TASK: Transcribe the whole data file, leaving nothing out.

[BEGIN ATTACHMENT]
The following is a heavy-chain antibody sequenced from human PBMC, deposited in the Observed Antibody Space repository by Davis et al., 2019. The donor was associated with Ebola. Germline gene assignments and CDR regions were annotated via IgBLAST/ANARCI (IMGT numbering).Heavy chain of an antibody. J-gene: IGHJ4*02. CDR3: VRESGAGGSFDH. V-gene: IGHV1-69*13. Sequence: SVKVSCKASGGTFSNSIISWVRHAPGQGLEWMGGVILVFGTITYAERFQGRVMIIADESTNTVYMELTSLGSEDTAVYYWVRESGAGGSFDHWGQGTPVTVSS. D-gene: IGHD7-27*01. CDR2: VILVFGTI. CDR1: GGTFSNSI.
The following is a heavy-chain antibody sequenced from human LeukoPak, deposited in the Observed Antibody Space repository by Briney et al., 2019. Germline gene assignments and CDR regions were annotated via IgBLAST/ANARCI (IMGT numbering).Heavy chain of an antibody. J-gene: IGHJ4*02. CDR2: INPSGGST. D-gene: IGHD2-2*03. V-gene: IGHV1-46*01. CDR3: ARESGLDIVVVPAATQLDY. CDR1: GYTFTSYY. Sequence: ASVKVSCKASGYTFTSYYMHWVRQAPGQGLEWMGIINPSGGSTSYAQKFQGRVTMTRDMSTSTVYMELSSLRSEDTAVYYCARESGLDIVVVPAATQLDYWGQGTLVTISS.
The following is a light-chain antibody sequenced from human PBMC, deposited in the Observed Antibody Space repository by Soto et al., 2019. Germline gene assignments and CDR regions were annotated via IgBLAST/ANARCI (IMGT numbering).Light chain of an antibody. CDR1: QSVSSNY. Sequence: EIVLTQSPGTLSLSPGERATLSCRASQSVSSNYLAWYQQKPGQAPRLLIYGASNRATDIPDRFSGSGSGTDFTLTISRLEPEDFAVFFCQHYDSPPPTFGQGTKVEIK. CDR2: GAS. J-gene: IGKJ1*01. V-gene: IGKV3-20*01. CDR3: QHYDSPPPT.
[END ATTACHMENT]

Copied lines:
The following is a heavy-chain antibody sequenced from human PBMC, deposited in the Observed Antibody Space repository by Davis et al., 2019. The donor was associated with Ebola. Germline gene assignments and CDR regions were annotated via IgBLAST/ANARCI (IMGT numbering).Heavy chain of an antibody. J-gene: IGHJ4*02. CDR3: VRESGAGGSFDH. V-gene: IGHV1-69*13. Sequence: SVKVSCKASGGTFSNSIISWVRHAPGQGLEWMGGVILVFGTITYAERFQGRVMIIADESTNTVYMELTSLGSEDTAVYYWVRESGAGGSFDHWGQGTPVTVSS. D-gene: IGHD7-27*01. CDR2: VILVFGTI. CDR1: GGTFSNSI.
The following is a heavy-chain antibody sequenced from human LeukoPak, deposited in the Observed Antibody Space repository by Briney et al., 2019. Germline gene assignments and CDR regions were annotated via IgBLAST/ANARCI (IMGT numbering).Heavy chain of an antibody. J-gene: IGHJ4*02. CDR2: INPSGGST. D-gene: IGHD2-2*03. V-gene: IGHV1-46*01. CDR3: ARESGLDIVVVPAATQLDY. CDR1: GYTFTSYY. Sequence: ASVKVSCKASGYTFTSYYMHWVRQAPGQGLEWMGIINPSGGSTSYAQKFQGRVTMTRDMSTSTVYMELSSLRSEDTAVYYCARESGLDIVVVPAATQLDYWGQGTLVTISS.
The following is a light-chain antibody sequenced from human PBMC, deposited in the Observed Antibody Space repository by Soto et al., 2019. Germline gene assignments and CDR regions were annotated via IgBLAST/ANARCI (IMGT numbering).Light chain of an antibody. CDR1: QSVSSNY. Sequence: EIVLTQSPGTLSLSPGERATLSCRASQSVSSNYLAWYQQKPGQAPRLLIYGASNRATDIPDRFSGSGSGTDFTLTISRLEPEDFAVFFCQHYDSPPPTFGQGTKVEIK. CDR2: GAS. J-gene: IGKJ1*01. V-gene: IGKV3-20*01. CDR3: QHYDSPPPT.